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Piper Theatre Kicks Off Free Summer Season with Frankenstein, Charlie Brown

 The theater company's production of "Frankenstein" is for adults and "brave children," organizers said.
Piper Theatre Kicks Off Free Summer Season with Frankenstein, Charlie Brown
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PARK SLOPE — A misunderstood monster and Park Slope's version of actress Kristin Chenoweth will be entertaining families at the Old Stone House this month.

Piper Theatre's annual free summer performance series kicks off this week with outdoor productions of the classic horror tale "Frankenstein" and the musical "You're a Good Man, Charlie Brown."

The Charlie Brown show is family-friendly, but "Frankenstein," which premieres July 5, is recommended only for adults and "brave children," said director John McEneny.

Romanian actor Vasile Flutur, who plays The Creature, has bleached his hair and eyebrows white for the production and wears layers of clay make-up that flake off throughout the show.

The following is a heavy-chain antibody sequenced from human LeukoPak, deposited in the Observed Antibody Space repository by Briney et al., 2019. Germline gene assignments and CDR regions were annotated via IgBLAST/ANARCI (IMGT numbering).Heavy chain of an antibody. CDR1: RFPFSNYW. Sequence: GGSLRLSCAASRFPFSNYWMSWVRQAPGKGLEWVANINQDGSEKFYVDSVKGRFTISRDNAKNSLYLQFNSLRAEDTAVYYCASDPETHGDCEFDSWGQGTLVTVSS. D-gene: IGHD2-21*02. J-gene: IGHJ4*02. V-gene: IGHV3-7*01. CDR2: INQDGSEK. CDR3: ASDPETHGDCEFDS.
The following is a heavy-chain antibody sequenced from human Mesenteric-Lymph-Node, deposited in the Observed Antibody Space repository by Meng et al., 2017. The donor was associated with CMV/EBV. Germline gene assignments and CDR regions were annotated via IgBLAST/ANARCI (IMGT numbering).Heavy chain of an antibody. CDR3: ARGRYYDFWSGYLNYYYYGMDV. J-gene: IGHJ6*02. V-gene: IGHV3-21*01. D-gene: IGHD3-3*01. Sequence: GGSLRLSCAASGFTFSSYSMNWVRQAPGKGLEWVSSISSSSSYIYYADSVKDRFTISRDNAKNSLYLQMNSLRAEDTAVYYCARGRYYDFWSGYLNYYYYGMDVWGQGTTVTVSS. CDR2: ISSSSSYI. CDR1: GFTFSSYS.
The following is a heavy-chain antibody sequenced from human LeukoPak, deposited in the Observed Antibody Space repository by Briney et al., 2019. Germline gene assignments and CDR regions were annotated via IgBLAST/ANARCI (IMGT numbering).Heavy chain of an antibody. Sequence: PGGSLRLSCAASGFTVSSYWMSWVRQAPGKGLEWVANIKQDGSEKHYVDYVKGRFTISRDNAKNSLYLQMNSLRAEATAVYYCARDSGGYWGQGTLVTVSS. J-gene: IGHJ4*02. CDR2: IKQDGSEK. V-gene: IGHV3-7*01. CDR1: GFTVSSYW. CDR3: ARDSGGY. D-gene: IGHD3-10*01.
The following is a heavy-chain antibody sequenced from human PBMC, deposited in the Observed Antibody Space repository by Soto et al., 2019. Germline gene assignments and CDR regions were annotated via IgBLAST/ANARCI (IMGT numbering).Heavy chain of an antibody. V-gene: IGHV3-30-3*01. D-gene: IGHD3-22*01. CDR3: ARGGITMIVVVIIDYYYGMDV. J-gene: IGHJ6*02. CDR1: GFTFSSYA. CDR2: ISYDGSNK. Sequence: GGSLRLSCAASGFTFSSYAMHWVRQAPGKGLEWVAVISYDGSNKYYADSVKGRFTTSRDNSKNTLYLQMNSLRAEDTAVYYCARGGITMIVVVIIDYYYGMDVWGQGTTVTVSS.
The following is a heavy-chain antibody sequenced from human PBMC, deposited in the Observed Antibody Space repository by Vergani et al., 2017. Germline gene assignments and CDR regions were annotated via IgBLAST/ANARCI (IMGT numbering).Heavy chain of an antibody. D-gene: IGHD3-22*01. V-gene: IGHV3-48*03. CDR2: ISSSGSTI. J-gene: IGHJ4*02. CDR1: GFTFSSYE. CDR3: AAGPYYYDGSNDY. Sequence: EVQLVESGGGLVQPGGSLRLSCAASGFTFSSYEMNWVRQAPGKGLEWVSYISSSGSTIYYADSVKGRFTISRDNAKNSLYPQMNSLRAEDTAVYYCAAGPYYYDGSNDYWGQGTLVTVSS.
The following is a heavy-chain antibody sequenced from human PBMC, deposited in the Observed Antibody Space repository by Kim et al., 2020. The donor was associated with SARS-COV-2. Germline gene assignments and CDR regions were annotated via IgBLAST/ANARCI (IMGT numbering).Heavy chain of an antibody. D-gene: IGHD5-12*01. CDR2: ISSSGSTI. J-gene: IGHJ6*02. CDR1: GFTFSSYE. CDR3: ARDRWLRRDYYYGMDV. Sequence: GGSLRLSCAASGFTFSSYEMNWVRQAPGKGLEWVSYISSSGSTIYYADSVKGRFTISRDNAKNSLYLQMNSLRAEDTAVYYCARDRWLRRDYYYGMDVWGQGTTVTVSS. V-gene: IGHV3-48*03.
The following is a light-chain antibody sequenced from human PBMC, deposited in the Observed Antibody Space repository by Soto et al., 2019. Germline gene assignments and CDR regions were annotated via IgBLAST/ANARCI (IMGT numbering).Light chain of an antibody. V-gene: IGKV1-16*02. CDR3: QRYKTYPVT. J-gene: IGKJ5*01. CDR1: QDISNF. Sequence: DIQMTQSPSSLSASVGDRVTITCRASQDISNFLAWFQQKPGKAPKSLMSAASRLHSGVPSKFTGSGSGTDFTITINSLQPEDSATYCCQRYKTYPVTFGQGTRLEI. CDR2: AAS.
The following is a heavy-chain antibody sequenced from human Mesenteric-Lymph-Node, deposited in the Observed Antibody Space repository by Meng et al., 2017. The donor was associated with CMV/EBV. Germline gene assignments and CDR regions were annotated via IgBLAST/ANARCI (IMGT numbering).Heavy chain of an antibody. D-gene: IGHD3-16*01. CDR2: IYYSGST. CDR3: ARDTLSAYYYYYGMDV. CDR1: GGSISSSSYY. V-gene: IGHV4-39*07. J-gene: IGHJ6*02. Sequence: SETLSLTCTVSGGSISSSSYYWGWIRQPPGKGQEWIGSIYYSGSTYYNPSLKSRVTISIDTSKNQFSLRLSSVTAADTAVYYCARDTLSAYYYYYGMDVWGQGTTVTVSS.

“He's ghastly looking," McEneny said. "It’s really grotesque, and really exciting stuff, particularly for outdoor theater."

McEneny, who is also a drama teacher at M.S. 51, called the 4-minute sequence when Flutur comes to life as The Creature "one of the most exciting pieces of theater I've seen in my life."

The play tackles themes of fathers and sons, and explores the idea "of a man who's created life and doesn't know how to take responsibility for it," McEneny said. The production incorporates short films that show glimpses of who The Creature was before he was turned into a monster.

Piper's production of "You're a Good Man, Charlie Brown," which premieres July 6, offers a more light-hearted experience. It features "jazzy" music and a "great message," McEneny said.

Regulars at Piper Theatre performances will recognize actress Alissa Laderer as Charlie Brown's sister Sally. Laderer won local hearts when she starred as Kira in Piper's production of "Xanadu" in 2012, McEneny said.

"She’s got a little bit of a following here in Park Slope," McEneny said. "She's gorgeous and very, very funny. She's kind of the Park Slope equivalent of Kristin Chenoweth."